Students know the atoms and molecules in liquids move in a random pattern relative to one another because the intermolecular forces are too weak to hold the atoms or molecules in a solid form.
Forces that attract molecules to other molecules. These include:
London dispersion forces
The types of bonding forces vary in their strength as measured by average bond energy.
Covalent bonds (400 kcal)
Hydrogen bonding (12-16 kcal )
Dipole-dipole interactions (2-0.5 kcal)
London forces (less than 1 kcal)
Bonding between hydrogen and more electronegative neighboring atoms such as oxygen and nitrogen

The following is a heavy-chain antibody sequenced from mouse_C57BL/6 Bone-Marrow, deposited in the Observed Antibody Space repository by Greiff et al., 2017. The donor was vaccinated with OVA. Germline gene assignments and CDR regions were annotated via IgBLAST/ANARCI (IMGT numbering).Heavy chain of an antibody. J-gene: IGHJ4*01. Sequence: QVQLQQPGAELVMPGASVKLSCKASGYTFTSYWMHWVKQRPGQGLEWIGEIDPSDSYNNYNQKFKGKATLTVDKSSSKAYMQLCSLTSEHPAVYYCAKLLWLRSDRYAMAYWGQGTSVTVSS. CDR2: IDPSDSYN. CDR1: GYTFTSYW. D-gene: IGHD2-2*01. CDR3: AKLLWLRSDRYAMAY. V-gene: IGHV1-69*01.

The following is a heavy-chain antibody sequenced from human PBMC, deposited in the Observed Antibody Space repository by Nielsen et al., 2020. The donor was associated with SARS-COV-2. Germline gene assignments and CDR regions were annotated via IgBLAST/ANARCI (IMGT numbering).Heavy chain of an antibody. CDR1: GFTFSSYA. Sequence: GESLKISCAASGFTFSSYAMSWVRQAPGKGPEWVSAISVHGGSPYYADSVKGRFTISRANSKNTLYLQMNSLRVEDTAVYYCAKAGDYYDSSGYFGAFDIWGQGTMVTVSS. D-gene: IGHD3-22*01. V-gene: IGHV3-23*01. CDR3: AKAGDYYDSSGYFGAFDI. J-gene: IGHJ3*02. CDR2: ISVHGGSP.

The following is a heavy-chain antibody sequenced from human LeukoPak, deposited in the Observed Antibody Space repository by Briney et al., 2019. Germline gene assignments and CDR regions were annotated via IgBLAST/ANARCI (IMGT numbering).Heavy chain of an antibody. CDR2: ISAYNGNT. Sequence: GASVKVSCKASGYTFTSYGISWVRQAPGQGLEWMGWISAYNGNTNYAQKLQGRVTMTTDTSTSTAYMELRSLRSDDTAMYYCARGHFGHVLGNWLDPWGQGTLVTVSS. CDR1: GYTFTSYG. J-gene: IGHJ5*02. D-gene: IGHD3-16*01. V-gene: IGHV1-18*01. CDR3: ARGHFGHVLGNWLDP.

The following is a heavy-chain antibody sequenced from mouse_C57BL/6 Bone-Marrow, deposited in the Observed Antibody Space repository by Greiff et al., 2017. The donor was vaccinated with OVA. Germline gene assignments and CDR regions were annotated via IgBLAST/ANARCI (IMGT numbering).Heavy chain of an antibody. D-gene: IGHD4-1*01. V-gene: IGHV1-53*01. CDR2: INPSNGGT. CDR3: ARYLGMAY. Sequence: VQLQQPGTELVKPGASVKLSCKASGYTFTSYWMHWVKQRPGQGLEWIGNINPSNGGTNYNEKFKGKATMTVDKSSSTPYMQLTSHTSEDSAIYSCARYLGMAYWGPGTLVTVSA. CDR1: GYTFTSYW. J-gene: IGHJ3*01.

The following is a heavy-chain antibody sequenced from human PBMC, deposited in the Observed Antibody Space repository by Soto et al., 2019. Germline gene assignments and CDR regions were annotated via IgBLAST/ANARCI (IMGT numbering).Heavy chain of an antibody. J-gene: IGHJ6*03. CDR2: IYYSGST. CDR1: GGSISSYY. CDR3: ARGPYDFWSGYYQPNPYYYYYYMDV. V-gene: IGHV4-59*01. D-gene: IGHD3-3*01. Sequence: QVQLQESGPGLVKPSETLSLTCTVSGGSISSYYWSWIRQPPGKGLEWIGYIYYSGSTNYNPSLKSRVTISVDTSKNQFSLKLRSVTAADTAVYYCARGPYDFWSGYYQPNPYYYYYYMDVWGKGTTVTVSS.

Base pairing in DNA by hydrogen bonding
A molecule, such as HF, that has a center of positive charge and a center of negative charge is said to be polar, or to have a dipole moment.
Attraction between oppositely charged regions of neighboring molecules.
Dipole-dipole attraction in hydrogen chloride, a gas that is used to make hydrochloric acid
The weakest of intermolecular forces, these forces are proportional to the mass of the molecule
These are the only forces of attraction between completely nonpolar molecules
Large nonpolar molecules may have substantial dispersion forces, resulting in relatively high boiling points
Small nonpolar molecules have weak dispersion forces and exist almost exclusively as gases